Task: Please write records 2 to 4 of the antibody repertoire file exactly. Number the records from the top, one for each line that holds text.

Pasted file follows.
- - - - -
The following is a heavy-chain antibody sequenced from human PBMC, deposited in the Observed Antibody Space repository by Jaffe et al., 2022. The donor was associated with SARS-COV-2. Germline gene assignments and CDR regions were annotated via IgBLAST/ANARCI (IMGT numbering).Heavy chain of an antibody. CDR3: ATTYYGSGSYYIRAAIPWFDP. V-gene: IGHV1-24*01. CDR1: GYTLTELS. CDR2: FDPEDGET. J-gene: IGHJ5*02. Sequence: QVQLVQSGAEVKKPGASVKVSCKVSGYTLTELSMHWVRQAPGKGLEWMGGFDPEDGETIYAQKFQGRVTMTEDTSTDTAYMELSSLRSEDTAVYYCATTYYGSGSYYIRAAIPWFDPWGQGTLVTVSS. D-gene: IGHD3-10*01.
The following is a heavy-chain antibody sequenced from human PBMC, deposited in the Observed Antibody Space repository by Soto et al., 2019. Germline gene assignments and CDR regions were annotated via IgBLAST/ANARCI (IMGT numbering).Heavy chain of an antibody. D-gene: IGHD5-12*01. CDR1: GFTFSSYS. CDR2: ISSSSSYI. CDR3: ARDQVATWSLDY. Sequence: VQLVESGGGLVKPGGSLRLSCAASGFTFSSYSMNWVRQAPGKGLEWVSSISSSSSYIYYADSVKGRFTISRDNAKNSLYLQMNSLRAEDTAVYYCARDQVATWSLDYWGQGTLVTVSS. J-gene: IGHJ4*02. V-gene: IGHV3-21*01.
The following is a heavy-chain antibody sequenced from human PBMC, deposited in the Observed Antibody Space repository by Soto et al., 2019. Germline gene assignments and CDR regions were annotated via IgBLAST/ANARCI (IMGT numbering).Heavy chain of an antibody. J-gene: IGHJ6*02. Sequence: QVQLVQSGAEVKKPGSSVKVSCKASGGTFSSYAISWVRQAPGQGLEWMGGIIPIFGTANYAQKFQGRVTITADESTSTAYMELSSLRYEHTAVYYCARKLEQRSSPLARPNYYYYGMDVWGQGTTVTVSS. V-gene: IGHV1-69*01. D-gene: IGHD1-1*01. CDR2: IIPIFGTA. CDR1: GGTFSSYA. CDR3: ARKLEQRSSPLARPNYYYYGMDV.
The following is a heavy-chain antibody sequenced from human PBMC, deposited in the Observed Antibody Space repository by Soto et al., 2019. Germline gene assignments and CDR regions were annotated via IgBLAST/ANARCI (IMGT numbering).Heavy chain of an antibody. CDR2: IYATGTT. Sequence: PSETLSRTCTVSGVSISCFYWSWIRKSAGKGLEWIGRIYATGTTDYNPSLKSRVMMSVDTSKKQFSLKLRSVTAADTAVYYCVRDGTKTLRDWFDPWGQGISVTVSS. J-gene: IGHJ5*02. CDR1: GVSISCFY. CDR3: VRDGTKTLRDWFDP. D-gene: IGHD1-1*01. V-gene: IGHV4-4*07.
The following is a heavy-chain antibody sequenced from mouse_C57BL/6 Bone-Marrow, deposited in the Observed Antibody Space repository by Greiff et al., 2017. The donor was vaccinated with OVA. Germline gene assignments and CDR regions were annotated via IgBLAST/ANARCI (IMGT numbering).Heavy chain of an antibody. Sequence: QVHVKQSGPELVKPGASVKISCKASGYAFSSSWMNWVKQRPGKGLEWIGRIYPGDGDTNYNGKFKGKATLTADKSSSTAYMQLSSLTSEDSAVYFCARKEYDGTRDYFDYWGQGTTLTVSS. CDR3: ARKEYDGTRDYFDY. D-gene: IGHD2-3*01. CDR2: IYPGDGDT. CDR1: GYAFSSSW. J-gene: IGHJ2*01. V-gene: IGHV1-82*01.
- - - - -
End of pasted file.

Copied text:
The following is a heavy-chain antibody sequenced from human PBMC, deposited in the Observed Antibody Space repository by Soto et al., 2019. Germline gene assignments and CDR regions were annotated via IgBLAST/ANARCI (IMGT numbering).Heavy chain of an antibody. D-gene: IGHD5-12*01. CDR1: GFTFSSYS. CDR2: ISSSSSYI. CDR3: ARDQVATWSLDY. Sequence: VQLVESGGGLVKPGGSLRLSCAASGFTFSSYSMNWVRQAPGKGLEWVSSISSSSSYIYYADSVKGRFTISRDNAKNSLYLQMNSLRAEDTAVYYCARDQVATWSLDYWGQGTLVTVSS. J-gene: IGHJ4*02. V-gene: IGHV3-21*01.
The following is a heavy-chain antibody sequenced from human PBMC, deposited in the Observed Antibody Space repository by Soto et al., 2019. Germline gene assignments and CDR regions were annotated via IgBLAST/ANARCI (IMGT numbering).Heavy chain of an antibody. J-gene: IGHJ6*02. Sequence: QVQLVQSGAEVKKPGSSVKVSCKASGGTFSSYAISWVRQAPGQGLEWMGGIIPIFGTANYAQKFQGRVTITADESTSTAYMELSSLRYEHTAVYYCARKLEQRSSPLARPNYYYYGMDVWGQGTTVTVSS. V-gene: IGHV1-69*01. D-gene: IGHD1-1*01. CDR2: IIPIFGTA. CDR1: GGTFSSYA. CDR3: ARKLEQRSSPLARPNYYYYGMDV.
The following is a heavy-chain antibody sequenced from human PBMC, deposited in the Observed Antibody Space repository by Soto et al., 2019. Germline gene assignments and CDR regions were annotated via IgBLAST/ANARCI (IMGT numbering).Heavy chain of an antibody. CDR2: IYATGTT. Sequence: PSETLSRTCTVSGVSISCFYWSWIRKSAGKGLEWIGRIYATGTTDYNPSLKSRVMMSVDTSKKQFSLKLRSVTAADTAVYYCVRDGTKTLRDWFDPWGQGISVTVSS. J-gene: IGHJ5*02. CDR1: GVSISCFY. CDR3: VRDGTKTLRDWFDP. D-gene: IGHD1-1*01. V-gene: IGHV4-4*07.